11. A method according to claim 10 wherein the step of placing the form comprises the step of placing the form on top of the bed.

12. A method according to claim wherein the step of placing the form comprises the step of forming the granular bed in a lowermost portion of the form.

13. A method according to claim 10 including the step of subjecting the decorative face of the finished panel after the panel has been removed from the bed to a stream of a high pressure fluid to remove from the face granular material that may adhere to the panel.

14. A method according to claim 13 wherein the step of subjecting comprises the step of subjecting the face to a high pressure stream of water.

15. A method according to claim 10 wherein the step of forming the surface configuration in the bed comprises the step of placing objects that define the face and the configuration of the face onto the bed surface, and wherein the step of placing the mortar comprises the step of covering the objects with a continuous motar layer.

16. A method according to claim 15 including the step of washing upwardly directed surfaces of the objects with water to remove substantially all granular materials from such surfaces.

17. A method according to claim 16 wherein the step of forming the bed comprises the step of forming a bed of gravel to facilitate the washing step, the gravel having a minimum average size of approximately A X 10 to X 6 U. S. mesh.

18. A method according to claim 10 including the step of adding to the mortar an adhesive material compatable with and curable in a water-based mortar.

19. A method according to claim 18 including the step of adding a coloring agent to the mortar before it is placed into the mold.

20. A method of constructing a structural building wall having at least one sculptured, decorative surface comprising the steps of forming a substantially horizontal bed of a granular material, placing an open form over the bed, placing onto the bed within the outline of the form objects that are to define the sculptured face, arranging the objects in the desired pattern, cleaning sides of the objects facing away from the bed of granules and debris, making a mortar by mixing a granulate, a water-activated binder, water, and an adhesive agent compatable with and curable in a watery slurry, covering the objects and the bed with a relatively thin mortar layer, curing the mortar, thereafter placing concrete reinforcing bars in the molds and placing a layer of concrete on top of the mortar layer, the concrete layer having a thickness substantially greater than the thickness of the mortar layer, curing the conrete to form a mortar-concrete panel having at least one sculptured surface defined by the objects, thereafter removing the form from the panel and removing the panel from the bed, cleaning the side of the panel including the sculptured surface of granules from the bed that may adhere thereto, positioning the panel in its vertical orientation at a building wall, and anchoring the panel to thereby complete the portion of the building wall defined by the panel.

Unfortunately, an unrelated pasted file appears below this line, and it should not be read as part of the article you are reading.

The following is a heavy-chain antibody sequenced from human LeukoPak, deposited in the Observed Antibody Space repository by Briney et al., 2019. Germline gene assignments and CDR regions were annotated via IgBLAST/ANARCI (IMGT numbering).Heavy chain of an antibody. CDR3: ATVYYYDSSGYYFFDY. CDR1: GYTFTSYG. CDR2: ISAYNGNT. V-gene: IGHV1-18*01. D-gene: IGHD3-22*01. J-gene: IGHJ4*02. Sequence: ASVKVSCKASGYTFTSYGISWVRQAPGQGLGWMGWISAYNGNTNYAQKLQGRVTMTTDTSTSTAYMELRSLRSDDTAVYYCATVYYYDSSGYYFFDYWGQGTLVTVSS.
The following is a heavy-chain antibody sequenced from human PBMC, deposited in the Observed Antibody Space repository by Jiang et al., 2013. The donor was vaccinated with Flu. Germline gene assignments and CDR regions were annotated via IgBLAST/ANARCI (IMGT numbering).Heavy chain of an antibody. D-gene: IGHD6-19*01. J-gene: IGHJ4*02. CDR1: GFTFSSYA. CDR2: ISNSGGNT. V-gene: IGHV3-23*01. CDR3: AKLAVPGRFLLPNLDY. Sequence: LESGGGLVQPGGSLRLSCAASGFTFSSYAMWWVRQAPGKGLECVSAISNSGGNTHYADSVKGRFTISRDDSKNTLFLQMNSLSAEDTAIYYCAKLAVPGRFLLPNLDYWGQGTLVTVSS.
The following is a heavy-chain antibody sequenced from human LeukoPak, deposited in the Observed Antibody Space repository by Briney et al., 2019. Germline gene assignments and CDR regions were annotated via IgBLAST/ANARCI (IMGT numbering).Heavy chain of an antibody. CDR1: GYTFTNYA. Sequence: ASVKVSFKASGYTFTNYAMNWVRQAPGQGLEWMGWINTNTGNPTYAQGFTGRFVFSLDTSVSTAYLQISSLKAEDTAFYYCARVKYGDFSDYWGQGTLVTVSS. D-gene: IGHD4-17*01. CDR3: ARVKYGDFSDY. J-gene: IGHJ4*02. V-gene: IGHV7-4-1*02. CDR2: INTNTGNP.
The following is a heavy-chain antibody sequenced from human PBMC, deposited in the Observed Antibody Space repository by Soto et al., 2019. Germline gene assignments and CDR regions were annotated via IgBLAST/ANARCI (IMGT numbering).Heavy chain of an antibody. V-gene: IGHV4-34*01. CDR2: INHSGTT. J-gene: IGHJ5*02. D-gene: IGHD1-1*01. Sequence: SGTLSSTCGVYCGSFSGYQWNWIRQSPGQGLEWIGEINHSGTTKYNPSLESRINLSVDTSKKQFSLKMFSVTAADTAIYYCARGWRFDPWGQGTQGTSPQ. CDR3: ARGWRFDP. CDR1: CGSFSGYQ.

21. A structural, water impervious building wall having a sculptured surface comprising a reinforced concrete slab, a mortar layer on one side of the slab having a thickness substantially less than the thickness of the slab, the mortar layer including an adhesive material compatable with and curable in a mortar slurry, the adhesive being evenly distributed throughout the mortar layer to enhance the adhesion of the layer to the slab and close voids in the layer to thereby render it water impervious, and a plurality of objects having first inner sides adhered to the mortar layer and second, exterior sides defining the sculptured surface, the mortar layer comprising a continuous layer between the objects and the slab.

22. A wall according to claim 21 wherein the objects comprise rock.

23. A wall according to claim 22 wherein the rock comprises relatively flat rock sections, at least some of the sections overlapping each other.

24. A wall according to claim 22 including a plurality of anchoring means secured to the side of the rocks adhered to the mortar layer and extending into the mortar layer to enhance the connection between the layer and the rocks.

25. A wall according to claim 24 wherein the anchoring means comprises truncated cones having a truncated end adhesively attached to the side of the rocks facing the mortar layer and a free cone base disposed in the mortar layer.

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Referenced by
Citing PatentFiling datePublication dateApplicantTitle
US4551958 *Jan 19, 1983Nov 12, 1985Smac AcieroidExterior insulating element and cladding employing such elements
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Classifications
U.S. Classification52/315
International ClassificationB28B19/00, B44F9/00, B44F9/04, E04C2/04
Cooperative ClassificationB28B19/0053, E04C2002/008, B44F9/04, B28B19/0007, E04C2/041
European ClassificationE04C2/04B, B44F9/04, B28B19/00A, B28B19/00H